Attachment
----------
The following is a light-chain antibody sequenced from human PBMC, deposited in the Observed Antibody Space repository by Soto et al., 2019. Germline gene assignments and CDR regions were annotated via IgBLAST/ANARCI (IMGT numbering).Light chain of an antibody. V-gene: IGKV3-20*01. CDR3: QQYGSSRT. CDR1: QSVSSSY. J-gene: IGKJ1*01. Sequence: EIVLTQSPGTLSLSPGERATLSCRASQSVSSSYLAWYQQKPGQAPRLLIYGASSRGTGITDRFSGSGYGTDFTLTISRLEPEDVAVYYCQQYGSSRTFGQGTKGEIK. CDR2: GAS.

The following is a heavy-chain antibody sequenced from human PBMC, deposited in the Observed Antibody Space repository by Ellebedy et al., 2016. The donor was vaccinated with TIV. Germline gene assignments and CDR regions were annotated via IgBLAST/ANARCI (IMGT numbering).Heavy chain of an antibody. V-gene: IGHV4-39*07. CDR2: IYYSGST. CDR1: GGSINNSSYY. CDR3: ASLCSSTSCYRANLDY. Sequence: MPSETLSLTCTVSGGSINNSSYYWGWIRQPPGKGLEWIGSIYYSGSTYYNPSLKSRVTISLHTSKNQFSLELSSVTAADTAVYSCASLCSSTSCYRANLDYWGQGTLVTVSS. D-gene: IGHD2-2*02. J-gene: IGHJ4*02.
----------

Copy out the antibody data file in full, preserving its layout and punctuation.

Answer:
The following is a light-chain antibody sequenced from human PBMC, deposited in the Observed Antibody Space repository by Soto et al., 2019. Germline gene assignments and CDR regions were annotated via IgBLAST/ANARCI (IMGT numbering).Light chain of an antibody. V-gene: IGKV3-20*01. CDR3: QQYGSSRT. CDR1: QSVSSSY. J-gene: IGKJ1*01. Sequence: EIVLTQSPGTLSLSPGERATLSCRASQSVSSSYLAWYQQKPGQAPRLLIYGASSRGTGITDRFSGSGYGTDFTLTISRLEPEDVAVYYCQQYGSSRTFGQGTKGEIK. CDR2: GAS.

The following is a heavy-chain antibody sequenced from human PBMC, deposited in the Observed Antibody Space repository by Ellebedy et al., 2016. The donor was vaccinated with TIV. Germline gene assignments and CDR regions were annotated via IgBLAST/ANARCI (IMGT numbering).Heavy chain of an antibody. V-gene: IGHV4-39*07. CDR2: IYYSGST. CDR1: GGSINNSSYY. CDR3: ASLCSSTSCYRANLDY. Sequence: MPSETLSLTCTVSGGSINNSSYYWGWIRQPPGKGLEWIGSIYYSGSTYYNPSLKSRVTISLHTSKNQFSLELSSVTAADTAVYSCASLCSSTSCYRANLDYWGQGTLVTVSS. D-gene: IGHD2-2*02. J-gene: IGHJ4*02.